Reuben is a twenty-two year old Indian software engineer who has been sent by his employer to carry out an assignment in a client company in Bangladesh. His only friend in the foreign country is Abbas, a young database administrator, who also works in the same office.
Despite the chaos, deadlines and drudgery associated with their corporate lives, the young men often make time to enjoy each other's company during lunch or dinner.
One day after work hours, when the two friends dine at an old and popular restaurant, they come across an eleven year old waiter boy - Shahab, whose enthusiasm and mannerisms instantly endear him to them.
An unlikely friendship is forged between the child and his customers, and before long, Reuben and Abbas learn that Shahab has a rare gift... a gift that makes them see the child in a new light.
** Select Reader Reviews **
“The story Shahab is the celebration of Love and kindness that we worry, is disappearing from the world at an accelerated pace. It is the story of the strong bond between two geographically and sociologically distant hearts. We often meet Shahabs in our day-to-day life but we either don’t pay attention or pretend to ignore their existence. The story reminds that we can make big changes by our small steps. I will strongly recommend not only reading the story but also taking a bit of its message along with, to make this world a better place." - Binoy (on Amazon.co.uk)
“If you like reading narratives that help you strengthen your belief in the goodness that is left in humanity, then Shahab is for you. Roji takes you to Bangladesh and in his unique style narrates an incident that took place there. He makes sure that those who read this are hooked till the end and crave for more of his writing. A perfect read over a cup of your favourite drink on a quiet evening and be prepared to be transported.” – Cherry MP (on Amazon.com)
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About the Author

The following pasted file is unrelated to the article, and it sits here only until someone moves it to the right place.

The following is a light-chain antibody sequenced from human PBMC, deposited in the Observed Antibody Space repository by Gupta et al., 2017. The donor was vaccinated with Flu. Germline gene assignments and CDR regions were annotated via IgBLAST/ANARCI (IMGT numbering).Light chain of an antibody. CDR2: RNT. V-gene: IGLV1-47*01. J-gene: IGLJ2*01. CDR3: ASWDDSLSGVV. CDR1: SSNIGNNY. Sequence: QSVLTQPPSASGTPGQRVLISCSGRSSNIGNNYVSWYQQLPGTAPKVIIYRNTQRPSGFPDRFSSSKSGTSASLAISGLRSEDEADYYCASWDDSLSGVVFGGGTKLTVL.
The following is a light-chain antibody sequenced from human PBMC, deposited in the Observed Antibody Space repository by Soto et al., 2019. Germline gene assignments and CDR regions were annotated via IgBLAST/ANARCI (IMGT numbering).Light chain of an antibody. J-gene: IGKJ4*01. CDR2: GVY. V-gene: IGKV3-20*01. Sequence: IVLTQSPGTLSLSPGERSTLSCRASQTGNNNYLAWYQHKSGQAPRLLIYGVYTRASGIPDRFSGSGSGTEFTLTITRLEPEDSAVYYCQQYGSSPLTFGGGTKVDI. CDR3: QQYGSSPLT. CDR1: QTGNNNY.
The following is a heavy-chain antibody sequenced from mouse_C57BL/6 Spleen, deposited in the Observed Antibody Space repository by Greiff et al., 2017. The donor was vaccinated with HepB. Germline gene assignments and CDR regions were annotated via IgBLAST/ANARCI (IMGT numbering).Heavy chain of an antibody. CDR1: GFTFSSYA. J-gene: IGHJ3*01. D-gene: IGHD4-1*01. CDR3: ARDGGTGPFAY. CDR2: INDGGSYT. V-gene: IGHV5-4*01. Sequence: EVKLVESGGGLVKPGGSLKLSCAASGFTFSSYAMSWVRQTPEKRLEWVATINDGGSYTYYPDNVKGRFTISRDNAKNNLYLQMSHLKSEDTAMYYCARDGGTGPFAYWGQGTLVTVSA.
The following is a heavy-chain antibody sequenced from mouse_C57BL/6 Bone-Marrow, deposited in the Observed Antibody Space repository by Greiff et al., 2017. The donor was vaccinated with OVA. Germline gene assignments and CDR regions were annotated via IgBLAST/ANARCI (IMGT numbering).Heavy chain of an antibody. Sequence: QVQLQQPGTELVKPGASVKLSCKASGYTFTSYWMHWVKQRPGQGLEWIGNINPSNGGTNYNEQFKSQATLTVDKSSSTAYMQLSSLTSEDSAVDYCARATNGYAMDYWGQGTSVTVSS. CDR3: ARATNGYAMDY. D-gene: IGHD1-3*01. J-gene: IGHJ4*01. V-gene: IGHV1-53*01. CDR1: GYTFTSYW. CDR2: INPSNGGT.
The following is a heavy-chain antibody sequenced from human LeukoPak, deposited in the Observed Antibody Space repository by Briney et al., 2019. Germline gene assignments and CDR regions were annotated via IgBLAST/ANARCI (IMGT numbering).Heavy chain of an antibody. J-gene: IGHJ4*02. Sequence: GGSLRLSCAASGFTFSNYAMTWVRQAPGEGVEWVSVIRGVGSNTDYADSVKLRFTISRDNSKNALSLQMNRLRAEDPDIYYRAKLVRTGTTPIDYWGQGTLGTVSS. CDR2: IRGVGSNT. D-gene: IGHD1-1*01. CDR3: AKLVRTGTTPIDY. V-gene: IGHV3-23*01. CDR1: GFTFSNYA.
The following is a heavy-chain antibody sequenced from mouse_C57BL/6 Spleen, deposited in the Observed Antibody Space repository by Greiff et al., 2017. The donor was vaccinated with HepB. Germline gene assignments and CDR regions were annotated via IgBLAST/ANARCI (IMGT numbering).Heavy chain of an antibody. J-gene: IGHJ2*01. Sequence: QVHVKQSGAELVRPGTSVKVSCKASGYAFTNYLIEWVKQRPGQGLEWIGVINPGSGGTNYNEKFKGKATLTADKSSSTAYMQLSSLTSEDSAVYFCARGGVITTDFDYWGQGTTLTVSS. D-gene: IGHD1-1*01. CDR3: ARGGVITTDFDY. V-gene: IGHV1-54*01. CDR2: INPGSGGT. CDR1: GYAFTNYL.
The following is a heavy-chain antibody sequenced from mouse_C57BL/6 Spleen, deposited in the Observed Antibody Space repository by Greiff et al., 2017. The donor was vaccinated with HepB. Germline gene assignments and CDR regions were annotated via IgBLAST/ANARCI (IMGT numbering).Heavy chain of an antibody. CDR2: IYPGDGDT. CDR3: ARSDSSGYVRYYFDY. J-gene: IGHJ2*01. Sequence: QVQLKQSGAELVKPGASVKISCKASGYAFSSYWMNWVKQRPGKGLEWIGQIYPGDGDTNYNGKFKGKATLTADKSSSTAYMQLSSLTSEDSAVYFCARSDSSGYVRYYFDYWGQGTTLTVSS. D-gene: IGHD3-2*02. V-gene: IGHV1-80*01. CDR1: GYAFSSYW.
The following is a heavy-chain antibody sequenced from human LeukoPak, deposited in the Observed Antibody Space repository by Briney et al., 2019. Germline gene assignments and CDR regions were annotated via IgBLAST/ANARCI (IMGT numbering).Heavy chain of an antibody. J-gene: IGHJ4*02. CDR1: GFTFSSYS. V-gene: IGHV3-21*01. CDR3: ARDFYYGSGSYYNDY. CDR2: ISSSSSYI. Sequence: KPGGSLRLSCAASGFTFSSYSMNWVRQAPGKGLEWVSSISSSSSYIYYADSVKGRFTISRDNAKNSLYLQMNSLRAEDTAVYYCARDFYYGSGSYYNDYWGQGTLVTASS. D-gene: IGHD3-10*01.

Roji Abraham was born in the tiny, oil-rich country of Kuwait, second child to working-class immigrant parents - a machine operator at a steel plant, and a nurse, in the early 1980s. At the age of 9, he took flight along with his parents, two siblings and a few bags of old clothes and trinkets, when a certain infamous Iraqi dictator-president (who was later hanged for his war crimes), bombed and invaded the country he lived in. After an adventurous trip in which he recounts living in a refugee camp for three weeks in the middle of a scorching desert called no-man's-land (somewhere between Jordan and Iraq), sleeping in canvas tents and standing in long queues outside the Red Cross trucks that came everyday to distribute rations, he eventually returned to his native village in South India. In the years since then, he survived the after-effects of a major leg surgery, completed high school and later graduated with an Engineering degree from a college, known better then for the enviable street fighting skills of its students rather than its academic prowess. Between 2005 and 2014, he worked for a software company and travelled to and worked in half a dozen countries in Asia, Africa and Europe and indulged in their cultures and cuisines (croc meat anyone?). In between, he also completed a master's degree in business from a reputed British university and earned his first few pennies as a writer doing ghost writing of academic articles for University students during the time he was left with an empty bank account and no full-time job. Roji published his first book 'Kaleidoscopic Lives - Ensemble Narratives of the Common Man' in 2015 - a fictional collection of short stories heavily inspired by the people he had come across and various incidents from his roller-coaster life. The book has been well received for its subtle humour, strong emotions and its ability to connect with readers.